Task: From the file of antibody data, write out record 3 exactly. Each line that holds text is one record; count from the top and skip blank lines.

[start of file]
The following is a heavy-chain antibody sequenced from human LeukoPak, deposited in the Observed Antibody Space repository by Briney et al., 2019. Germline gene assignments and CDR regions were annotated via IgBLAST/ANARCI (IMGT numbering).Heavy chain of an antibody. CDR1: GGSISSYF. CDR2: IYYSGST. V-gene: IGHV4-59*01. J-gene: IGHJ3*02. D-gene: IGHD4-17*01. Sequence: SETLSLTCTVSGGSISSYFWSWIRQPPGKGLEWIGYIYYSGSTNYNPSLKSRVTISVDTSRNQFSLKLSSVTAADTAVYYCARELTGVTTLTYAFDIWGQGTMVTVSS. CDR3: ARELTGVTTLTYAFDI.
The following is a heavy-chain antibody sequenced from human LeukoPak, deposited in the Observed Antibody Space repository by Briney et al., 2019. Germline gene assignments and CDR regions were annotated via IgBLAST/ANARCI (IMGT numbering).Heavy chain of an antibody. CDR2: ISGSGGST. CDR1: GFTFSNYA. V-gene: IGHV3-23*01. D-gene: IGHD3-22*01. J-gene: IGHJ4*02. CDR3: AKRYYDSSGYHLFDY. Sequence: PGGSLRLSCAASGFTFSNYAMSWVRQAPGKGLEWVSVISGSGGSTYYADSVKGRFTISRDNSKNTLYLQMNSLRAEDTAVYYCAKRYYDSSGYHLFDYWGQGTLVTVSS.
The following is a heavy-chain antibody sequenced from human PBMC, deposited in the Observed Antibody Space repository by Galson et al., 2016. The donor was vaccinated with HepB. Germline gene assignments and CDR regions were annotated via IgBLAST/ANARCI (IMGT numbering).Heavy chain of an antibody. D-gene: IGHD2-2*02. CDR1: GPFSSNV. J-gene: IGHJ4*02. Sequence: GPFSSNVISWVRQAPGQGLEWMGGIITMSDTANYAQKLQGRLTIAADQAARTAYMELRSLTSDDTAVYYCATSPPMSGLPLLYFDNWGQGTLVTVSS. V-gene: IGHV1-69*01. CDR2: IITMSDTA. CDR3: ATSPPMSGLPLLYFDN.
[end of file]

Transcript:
The following is a heavy-chain antibody sequenced from human PBMC, deposited in the Observed Antibody Space repository by Galson et al., 2016. The donor was vaccinated with HepB. Germline gene assignments and CDR regions were annotated via IgBLAST/ANARCI (IMGT numbering).Heavy chain of an antibody. D-gene: IGHD2-2*02. CDR1: GPFSSNV. J-gene: IGHJ4*02. Sequence: GPFSSNVISWVRQAPGQGLEWMGGIITMSDTANYAQKLQGRLTIAADQAARTAYMELRSLTSDDTAVYYCATSPPMSGLPLLYFDNWGQGTLVTVSS. V-gene: IGHV1-69*01. CDR2: IITMSDTA. CDR3: ATSPPMSGLPLLYFDN.